“It makes a big difference,” she says. “You feel like you’re in a whole new room.”

If your curtains have hooks that hang from rings, changing them is relatively easy. “It’s not that difficult, especially if you involve the whole family,” said Mrs. Nisbet, “which my parents did.”

When the weather warms up, it’s time to swap out those fluffy duvets and wool blankets. “I have a drafty apartment, so I have a duvet rated for extra warmth, but it’s not suitable for the summer because it’s just too hot,” said Mr. Olsen.

To dress up a bed for warmer nights, start with simple bedding — plain white sheets, he suggested, or sheets with a subtle floral pattern — and top with a light, breathable cotton piqué or matelassé blanket.

“It’s just a practical thing,” Mr. Olsen said. “It’s not even a design thing.”

But it’s still nice to put a throw or thin blanket at the foot of the bed, Ms. Feldman said, “so when you’re taking a nap, you don’t have to crawl under the covers.”

Just like putting a slipcover over a sofa, covering a dining table with a tablecloth can give a new expression, he said. Ashley Whittaker, an interior decorator in New York. “In my dining room in Millbrook, I have this sepia-toned pastoral-landscape wallpaper that is very skewed,” she said. “So in the summer I put a really fresh, beautiful tablecloth on the mahogany table, which just brightens up the whole room.”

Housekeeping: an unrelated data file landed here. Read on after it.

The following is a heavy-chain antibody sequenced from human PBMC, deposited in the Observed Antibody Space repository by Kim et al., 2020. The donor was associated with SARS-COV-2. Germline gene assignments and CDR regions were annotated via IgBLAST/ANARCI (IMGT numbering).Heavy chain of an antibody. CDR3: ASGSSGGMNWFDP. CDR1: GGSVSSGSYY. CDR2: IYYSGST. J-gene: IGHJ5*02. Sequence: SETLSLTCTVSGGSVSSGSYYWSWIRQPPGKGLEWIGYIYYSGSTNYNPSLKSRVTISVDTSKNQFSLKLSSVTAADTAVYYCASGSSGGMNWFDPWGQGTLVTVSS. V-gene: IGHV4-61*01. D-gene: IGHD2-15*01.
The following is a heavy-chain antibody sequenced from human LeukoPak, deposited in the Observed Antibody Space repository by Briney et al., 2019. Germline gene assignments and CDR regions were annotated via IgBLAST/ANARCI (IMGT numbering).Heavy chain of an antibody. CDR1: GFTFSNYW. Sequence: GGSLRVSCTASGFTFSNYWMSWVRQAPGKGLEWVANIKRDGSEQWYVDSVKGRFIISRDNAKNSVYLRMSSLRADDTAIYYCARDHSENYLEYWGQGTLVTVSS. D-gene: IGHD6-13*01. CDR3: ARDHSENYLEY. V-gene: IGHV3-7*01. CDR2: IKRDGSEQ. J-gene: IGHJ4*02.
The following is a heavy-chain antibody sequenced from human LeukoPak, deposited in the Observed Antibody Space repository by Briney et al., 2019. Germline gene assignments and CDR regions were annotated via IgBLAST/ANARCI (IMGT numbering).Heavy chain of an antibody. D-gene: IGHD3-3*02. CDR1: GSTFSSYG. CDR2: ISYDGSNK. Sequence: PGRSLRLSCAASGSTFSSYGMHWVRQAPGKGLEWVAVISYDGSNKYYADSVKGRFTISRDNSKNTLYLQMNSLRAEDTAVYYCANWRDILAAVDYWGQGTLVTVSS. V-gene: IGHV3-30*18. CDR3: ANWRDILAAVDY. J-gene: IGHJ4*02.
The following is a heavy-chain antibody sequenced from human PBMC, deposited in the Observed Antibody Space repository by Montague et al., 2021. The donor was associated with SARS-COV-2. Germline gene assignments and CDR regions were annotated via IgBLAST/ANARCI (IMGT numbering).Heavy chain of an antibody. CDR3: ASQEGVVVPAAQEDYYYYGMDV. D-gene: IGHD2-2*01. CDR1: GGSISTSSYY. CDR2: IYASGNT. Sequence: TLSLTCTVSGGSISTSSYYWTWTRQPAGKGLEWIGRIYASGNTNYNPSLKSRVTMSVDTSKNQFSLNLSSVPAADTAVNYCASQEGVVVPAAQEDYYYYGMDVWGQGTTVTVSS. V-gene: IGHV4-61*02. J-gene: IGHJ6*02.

Ms. Whittaker also uses the summer as an opportunity to change up her flatware, dinnerware and glassware – in particular, switching to bamboo-handled flatware, playfully patterned plates and colorful drinking glasses.

“Storing things you love and changing them with the seasons refreshes everything,” she said, letting you enjoy your favorite accessories again.

If you have a fireplace, you probably don’t use it much in the summer. But if you have a yard, chances are you’ll be spending a few evenings around a fire pit. To ease that shift, Ms. Feldman recommended emptying the basket or other container that normally holds kindling and firewood by the fireplace and supplementing it with lightweight throws and pillows that can be worn outside on cool evenings.

Candlelight is desirable year-round, Mr. Olsen said, but it’s worth refreshing your candles for the summer. “Black candles in the summer are a bit gothic,” he said with a laugh. “Candles come in all the pretty colors, so maybe swap them out for a fresh green or blue.”

Of course, one of the best ways to give your home a summery feel is to take advantage of nature’s bounty. Whether you buy them in trusses at the green market or pick them in your garden, vibrant peonies, dahlias and other summer flowers will give an explosion of color wherever you’ve displayed evergreen branches, magnolia leaves or dried flowers in winter.

Even leafy tree branches will do the trick, said Ms. Whittaker, who often chops them off trees in her yard to cram into vases. “I have ratchet pliers that can cut a huge branch from a tree,” she said. “I put it in my dining room, and suddenly it’s like a summer forest.”

Bowls filled with seasonal fruits, such as peaches and pears, are equally effective at bringing nature’s beauty indoors. Don’t think too much about it, Ms Whittaker advised – because a real summer interior should feel relaxed. “Making the formal a little more casual,” she said, “is a lot of fun to do in the summer.”